EPA: cleanup effort unchanged by federal turmoil

Reprinted with permission from the Times Union

NASSAU — Cleanup efforts at the site of the former Dewey Loeffel landfill will not be affected by turmoil at the Environmental Protection Agency, officials told residents.

At an informational meeting on January 25, Nassau, EPA and General Electric officials updated townspeople on the investigation of contaminants at the site where GE, SI Group and Bendix Corp. dumped 46,000 tons of PCBs, solvents and other toxic chemicals from 1952 to 1970. The site was closed via court order in 1970.

EPA officials told the Times Union that because the agreement to clean up the designated Superfund site was done in a legal contract, it will not be affected by the decision by President Donald Trump’s administration to freeze EPA grants.

At the Dewey Loeffel site, investigators have been sampling soil for contaminants and monitoring wells since 2013, when EPA reached an agreement with GE and SI Group.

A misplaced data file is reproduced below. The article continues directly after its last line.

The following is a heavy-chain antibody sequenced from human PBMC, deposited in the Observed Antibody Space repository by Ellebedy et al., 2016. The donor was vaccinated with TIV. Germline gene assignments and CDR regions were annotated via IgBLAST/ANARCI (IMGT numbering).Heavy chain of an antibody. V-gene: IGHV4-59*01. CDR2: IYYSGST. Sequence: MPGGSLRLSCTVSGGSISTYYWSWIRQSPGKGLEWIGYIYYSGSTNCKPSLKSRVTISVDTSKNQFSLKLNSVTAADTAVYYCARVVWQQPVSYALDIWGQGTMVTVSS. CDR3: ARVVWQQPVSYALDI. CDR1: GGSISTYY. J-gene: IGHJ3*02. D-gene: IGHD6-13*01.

Tainted water leaking through the unlined landfill is being treated before it is discharged into Valatie Kill, a stream that drains into Kinderhook Lake.

Full results from the first phase of the investigation should be available on the EPA’s website in the next few weeks, with more tests scheduled over the next two years.

Some of the roughly 50 Nassau residents attending the update raised concerns with the methodology of some of the measurements they believe could dilute upcoming health risk assessments and underplay the threat of carcinogens.

Charles Sullivan, a retired state Department of Environmental Conservation attorney, questioned the depth at which samples were taken. He and others at the meeting say the agency and companies should test at shallower depths, where chemicals could more easily come into human contact and could spread through insects and the animals that eat them.

Residents also raised concerns with the standard minimum by which cancer-causing chemicals are determined to be health risks. Mr. Sullivan and others said they’d prefer the DEC’s more stringent range be applied.

To contact report Robert Downen email

Comments are closed.